Thirteen Ways Of Looking At A Black Man

Henry Louis Gates, Jr at The New Yorker (from 1995): The two weeks spanning the O. J. Simpson verdict and Louis Farrakhan’s Million Man March on Washington were a good time for connoisseurs of racial paranoia. As blacks exulted at Simpson’s acquittal, horrified whites had a fleeting sense that this race thing was knottier than they’d ever supposed—that, when all the pieties were cleared away, blacks really were strangers in their midst. (The unspoken sentiment: And I thought I knew these people.)

There was the faintest tincture of the Southern slaveowner’s disquiet in the aftermath of the bloody slave revolt led by Nat Turner—when the gentleman farmer was left to wonder which of his smiling, servile retainers would have slit his throat if the rebellion had spread as was intended, like fire on parched thatch. In the day or so following the verdict, young urban professionals took note of a slight froideur between themselves and their nannies and babysitters—the awkwardness of an unbroached subject.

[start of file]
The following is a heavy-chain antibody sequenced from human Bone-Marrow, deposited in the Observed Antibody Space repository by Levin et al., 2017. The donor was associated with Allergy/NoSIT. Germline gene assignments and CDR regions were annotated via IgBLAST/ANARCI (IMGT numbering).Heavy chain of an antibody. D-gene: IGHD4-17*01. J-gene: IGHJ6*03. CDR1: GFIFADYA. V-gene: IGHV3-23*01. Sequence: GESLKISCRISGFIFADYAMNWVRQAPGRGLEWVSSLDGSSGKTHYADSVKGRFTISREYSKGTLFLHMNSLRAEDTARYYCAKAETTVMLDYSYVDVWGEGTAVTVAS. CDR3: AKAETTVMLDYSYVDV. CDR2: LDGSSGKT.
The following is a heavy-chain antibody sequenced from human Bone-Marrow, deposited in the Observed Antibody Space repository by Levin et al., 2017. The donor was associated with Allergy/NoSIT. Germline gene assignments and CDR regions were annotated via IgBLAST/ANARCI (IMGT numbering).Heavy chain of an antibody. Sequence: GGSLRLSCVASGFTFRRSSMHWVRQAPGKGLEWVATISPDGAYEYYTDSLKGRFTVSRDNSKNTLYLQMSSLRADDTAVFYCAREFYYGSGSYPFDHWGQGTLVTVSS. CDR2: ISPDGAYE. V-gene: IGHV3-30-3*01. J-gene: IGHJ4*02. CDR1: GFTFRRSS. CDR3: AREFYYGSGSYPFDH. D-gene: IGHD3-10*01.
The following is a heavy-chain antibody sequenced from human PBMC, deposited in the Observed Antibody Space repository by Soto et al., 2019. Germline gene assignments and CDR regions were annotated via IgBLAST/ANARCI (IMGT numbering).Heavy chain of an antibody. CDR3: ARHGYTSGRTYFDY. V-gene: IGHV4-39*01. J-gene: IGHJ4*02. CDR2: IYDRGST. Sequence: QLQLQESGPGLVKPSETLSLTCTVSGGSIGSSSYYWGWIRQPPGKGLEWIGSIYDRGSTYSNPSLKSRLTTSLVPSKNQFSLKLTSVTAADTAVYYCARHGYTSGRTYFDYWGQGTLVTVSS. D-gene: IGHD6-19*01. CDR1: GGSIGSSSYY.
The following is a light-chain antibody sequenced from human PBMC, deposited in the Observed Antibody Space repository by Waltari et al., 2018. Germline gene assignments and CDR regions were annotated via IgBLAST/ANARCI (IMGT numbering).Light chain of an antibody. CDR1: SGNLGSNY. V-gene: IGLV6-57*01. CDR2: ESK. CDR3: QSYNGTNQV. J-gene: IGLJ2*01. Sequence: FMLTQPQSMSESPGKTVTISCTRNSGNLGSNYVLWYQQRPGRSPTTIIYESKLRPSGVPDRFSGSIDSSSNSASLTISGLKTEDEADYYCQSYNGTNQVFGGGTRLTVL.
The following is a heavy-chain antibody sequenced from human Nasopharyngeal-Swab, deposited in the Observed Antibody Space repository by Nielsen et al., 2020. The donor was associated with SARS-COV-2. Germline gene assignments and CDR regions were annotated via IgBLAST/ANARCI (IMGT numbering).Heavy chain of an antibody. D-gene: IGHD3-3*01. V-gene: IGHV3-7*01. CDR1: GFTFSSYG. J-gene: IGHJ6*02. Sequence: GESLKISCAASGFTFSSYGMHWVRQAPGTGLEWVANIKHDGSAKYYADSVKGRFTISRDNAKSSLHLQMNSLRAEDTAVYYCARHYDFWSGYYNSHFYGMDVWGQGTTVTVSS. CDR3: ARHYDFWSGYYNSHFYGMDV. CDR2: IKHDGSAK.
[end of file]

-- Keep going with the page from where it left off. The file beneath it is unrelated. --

Rita Dove, who recently completed a term as the United States Poet Laureate, and who believes that Simpson was guilty, found it “appalling that white people were so outraged—more appalling than the decision as to whether he was guilty or not.” Of course, it’s possible to overstate the tensions. Marsalis invokes the example of team sports, saying, “You want your side to win, whatever the side is going to be. And the thing is, we’re still at a point in our national history where we look at each other as sides.”

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